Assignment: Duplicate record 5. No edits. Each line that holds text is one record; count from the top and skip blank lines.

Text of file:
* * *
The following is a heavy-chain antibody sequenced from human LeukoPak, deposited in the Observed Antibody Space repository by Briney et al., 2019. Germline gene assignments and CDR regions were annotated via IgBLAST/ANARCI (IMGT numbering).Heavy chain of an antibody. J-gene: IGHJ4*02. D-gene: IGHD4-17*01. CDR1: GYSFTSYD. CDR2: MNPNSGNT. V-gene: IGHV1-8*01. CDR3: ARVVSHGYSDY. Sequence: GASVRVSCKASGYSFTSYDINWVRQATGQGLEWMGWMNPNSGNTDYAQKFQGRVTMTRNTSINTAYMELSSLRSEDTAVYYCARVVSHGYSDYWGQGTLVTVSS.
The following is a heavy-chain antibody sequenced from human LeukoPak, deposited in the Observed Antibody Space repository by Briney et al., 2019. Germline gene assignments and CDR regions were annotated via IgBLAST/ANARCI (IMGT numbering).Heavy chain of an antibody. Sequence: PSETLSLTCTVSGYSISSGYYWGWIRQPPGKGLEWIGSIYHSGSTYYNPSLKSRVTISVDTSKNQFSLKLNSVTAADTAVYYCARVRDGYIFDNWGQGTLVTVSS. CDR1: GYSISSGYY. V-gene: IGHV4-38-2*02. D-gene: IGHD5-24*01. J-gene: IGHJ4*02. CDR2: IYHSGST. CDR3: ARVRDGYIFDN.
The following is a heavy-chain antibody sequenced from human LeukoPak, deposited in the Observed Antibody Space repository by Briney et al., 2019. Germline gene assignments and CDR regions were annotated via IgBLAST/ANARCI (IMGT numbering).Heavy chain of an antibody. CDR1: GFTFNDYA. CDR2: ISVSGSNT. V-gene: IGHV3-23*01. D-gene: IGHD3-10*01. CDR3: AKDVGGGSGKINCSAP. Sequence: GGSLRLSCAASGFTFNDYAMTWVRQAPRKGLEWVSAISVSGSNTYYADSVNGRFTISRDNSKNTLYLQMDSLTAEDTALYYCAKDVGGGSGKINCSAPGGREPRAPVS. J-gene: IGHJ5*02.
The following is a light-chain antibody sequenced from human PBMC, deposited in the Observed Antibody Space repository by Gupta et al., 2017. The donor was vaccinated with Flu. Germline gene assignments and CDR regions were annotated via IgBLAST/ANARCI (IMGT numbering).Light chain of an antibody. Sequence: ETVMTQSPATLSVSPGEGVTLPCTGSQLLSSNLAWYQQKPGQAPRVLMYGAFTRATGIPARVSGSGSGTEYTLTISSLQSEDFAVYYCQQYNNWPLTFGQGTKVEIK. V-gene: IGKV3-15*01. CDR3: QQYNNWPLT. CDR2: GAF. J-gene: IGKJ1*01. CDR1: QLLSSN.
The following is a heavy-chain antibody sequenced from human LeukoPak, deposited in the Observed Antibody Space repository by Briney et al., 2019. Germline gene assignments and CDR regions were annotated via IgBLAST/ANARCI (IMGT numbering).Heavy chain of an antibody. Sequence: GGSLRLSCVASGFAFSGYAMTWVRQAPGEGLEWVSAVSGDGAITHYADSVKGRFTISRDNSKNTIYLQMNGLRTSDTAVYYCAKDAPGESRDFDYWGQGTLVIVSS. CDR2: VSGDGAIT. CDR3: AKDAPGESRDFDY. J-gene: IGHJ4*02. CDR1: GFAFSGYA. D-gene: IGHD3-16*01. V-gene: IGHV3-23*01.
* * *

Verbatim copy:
The following is a heavy-chain antibody sequenced from human LeukoPak, deposited in the Observed Antibody Space repository by Briney et al., 2019. Germline gene assignments and CDR regions were annotated via IgBLAST/ANARCI (IMGT numbering).Heavy chain of an antibody. Sequence: GGSLRLSCVASGFAFSGYAMTWVRQAPGEGLEWVSAVSGDGAITHYADSVKGRFTISRDNSKNTIYLQMNGLRTSDTAVYYCAKDAPGESRDFDYWGQGTLVIVSS. CDR2: VSGDGAIT. CDR3: AKDAPGESRDFDY. J-gene: IGHJ4*02. CDR1: GFAFSGYA. D-gene: IGHD3-16*01. V-gene: IGHV3-23*01.